Figure 4. Map of average indicator y (over 20 replicates) given by Meadows java program for N = 1000 with y measured after 4000 * N pair iterations and threshold for new extremists (in absolute value) lower of 0.1 than the threshold for initial extremists. μ = 0.2. The single extreme convergence is still significantly present.


* Appendix: changes in the java code of Meadow and Cliff leading to the correct results

A.1
In this appendix, we specify the changes that we made in the java source code given in appendix of Meadows and Cliff's paper, and that lead to the correct results so that anyone can replicate them.

Change 1: number of pair iterations put to 240 000 instead of 40 000:

public static final int INTERACTIONS = 240000; // instead of 40000

Change 2: in the computation of y, change thresholds for extremism (added code in red):

	if (agent[i].getOpinion() > EXTREMIST_OPINION_BOUNDARY-0.1)
                    newPositiveExtremists++;
        if (agent[i].getOpinion() < -EXTREMIST_OPINION_BOUNDARY+0.1)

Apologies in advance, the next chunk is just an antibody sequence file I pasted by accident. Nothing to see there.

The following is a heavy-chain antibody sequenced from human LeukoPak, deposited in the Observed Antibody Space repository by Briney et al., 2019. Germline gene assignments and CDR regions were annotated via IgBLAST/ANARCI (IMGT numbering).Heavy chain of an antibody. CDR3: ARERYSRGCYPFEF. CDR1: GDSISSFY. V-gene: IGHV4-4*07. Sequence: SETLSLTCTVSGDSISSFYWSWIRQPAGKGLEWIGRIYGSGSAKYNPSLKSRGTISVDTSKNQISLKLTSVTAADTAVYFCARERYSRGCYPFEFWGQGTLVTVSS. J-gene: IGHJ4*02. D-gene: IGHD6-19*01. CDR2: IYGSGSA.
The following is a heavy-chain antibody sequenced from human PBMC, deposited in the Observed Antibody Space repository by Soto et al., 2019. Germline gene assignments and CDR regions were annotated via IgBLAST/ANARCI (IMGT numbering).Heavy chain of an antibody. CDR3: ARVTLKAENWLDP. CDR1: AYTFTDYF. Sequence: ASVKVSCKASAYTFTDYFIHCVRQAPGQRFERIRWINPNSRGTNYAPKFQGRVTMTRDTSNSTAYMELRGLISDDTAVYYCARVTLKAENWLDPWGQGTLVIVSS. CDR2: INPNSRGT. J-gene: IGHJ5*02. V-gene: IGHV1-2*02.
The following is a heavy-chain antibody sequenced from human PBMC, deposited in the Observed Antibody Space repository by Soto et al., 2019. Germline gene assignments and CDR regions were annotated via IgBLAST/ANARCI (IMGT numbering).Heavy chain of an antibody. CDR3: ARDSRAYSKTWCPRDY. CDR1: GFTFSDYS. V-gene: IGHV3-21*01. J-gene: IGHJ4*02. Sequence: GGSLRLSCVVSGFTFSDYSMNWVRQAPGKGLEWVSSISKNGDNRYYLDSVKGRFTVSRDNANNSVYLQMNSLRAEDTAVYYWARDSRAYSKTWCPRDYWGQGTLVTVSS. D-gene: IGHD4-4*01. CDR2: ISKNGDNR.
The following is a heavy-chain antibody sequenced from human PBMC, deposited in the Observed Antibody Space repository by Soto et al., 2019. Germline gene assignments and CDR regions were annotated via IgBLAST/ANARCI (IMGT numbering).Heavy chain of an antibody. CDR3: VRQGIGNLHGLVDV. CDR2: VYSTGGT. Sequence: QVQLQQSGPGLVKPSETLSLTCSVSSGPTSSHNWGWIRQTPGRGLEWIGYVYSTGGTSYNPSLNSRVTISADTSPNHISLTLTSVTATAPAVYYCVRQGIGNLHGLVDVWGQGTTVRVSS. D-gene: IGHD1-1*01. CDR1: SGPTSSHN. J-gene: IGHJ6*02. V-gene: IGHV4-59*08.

newNegativeExtremists++
A.2
For running Meadows program with large number of pair interactions especially in the case of 1000 agents, we removed the memory of each opinion that was implemented in Agent.java class.

* References

AXELROD, R. (1997). The complexity of cooperation (Appendix A). Princeton University Press.

DEFFUANT, G., Amblard, F., Weisbuch, G. and Faure, T. (2002). How can extremism prevail? A study based on the relative agreement interaction model. Journal of Artificial Societies and Social Simulation , 5(4): 1 http://jasss.soc.surrey.ac.uk/5/4/1.html.

DEFFUANT, G. (2006). Comparing Extremism Propagation Patterns in Continuous Opinion Models. Journal of Artificial Societies and Social Simulation , 9(3):8 http://jasss.soc.surrey.ac.uk/9/3/8.html.

DEFFUANT, G. and Weisbuch, G. (2008). Probability Distribution Dynamics Explaining AgentModel Convergence to Extremism. In B. Edmonds, C. Hernandez & K. G. Troitzsch (Eds.), Social Simulation: Technologies, Advances and New Discoveries (pp.43-60). Idea group Inc. publishing.

MEADOWS, Michael and Cliff, Dave (2012) 'Reexamining the Relative Agreement Model of Opinion Dynamics' Journal of Artificial Societies and Social Simulation 15 (4) 4 http://jasss.soc.surrey.ac.uk/15/4/4.html.